Monday, 16 January 2017

The artists legacy research

Before the residential it would be good if everyone could have a skim read of the chapter we wrote on the original research we did on what artists did when they got involved in Connected Communities projects. It says some interesting things but, in my view, not enough about diversity, social cohesion and ways forward for communities.
It sometimes makes artists sound a bit special whereas one of the things I like about this project is that artistic methods become everyone's concern and we place art in the everyday.
It would be good if people had a think about what they consider to be a useful 'take home' from the research though.
In a nutshell, this is what we said:

Through our analysis of the interviews, we identified three different but interconnected modes of approach that partners took to collaborating with artists:
New object: points at which collaboration, methodology or arts practice considerations point towards the creation or consideration of a new object of study. This often meant unsettling or disorientating standard academic practices. This could mean new emerging findings or lenses which came out of this collaboration.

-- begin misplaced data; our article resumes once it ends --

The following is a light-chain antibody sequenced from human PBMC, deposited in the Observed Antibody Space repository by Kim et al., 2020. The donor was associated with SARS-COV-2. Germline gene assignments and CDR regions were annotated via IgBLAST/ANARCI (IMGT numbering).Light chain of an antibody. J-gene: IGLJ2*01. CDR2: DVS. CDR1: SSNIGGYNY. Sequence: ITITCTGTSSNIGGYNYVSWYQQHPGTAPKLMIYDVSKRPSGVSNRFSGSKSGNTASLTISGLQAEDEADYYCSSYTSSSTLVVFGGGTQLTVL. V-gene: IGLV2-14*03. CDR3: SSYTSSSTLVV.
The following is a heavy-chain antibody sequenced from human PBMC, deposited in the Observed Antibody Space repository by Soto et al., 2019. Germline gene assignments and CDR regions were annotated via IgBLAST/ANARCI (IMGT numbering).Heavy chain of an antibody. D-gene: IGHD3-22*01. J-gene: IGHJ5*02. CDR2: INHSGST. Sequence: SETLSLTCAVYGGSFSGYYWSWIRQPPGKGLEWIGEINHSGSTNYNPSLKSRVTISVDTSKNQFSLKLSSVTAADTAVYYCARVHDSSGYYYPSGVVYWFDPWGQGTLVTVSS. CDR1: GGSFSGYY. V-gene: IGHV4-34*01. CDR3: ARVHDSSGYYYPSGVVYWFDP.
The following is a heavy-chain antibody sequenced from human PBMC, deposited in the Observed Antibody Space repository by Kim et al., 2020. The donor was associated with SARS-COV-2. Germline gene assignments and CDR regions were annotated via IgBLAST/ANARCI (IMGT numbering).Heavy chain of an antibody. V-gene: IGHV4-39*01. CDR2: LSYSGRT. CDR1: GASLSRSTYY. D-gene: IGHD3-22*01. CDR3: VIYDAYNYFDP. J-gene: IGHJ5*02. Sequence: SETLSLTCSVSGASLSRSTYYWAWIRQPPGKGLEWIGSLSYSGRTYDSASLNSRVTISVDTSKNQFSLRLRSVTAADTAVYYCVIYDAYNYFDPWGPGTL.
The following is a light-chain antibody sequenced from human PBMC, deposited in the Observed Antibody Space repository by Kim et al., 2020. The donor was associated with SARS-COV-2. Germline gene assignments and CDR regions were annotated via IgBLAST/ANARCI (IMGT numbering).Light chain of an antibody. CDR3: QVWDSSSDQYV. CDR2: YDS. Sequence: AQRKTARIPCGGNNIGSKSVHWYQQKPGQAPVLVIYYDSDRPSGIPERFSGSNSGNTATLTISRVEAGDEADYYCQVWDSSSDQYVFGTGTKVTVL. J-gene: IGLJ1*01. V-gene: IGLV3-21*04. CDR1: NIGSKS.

Conceptual: artists being involved in the conceptualisation of the project or research – this could involve writing the bid and constructing the theoretical or methodological lens for the project.
Instrumental: ‘artists being used in a specific manner to deliver’ – we do not necessarily see this as a negative quality, but rather the concept of artists as useful, delivering a shared goal, was one we encountered frequently.
The processes of integration and collaboration between academics  and artists involved both a widening of outcomes as well as a diversity of outputs.

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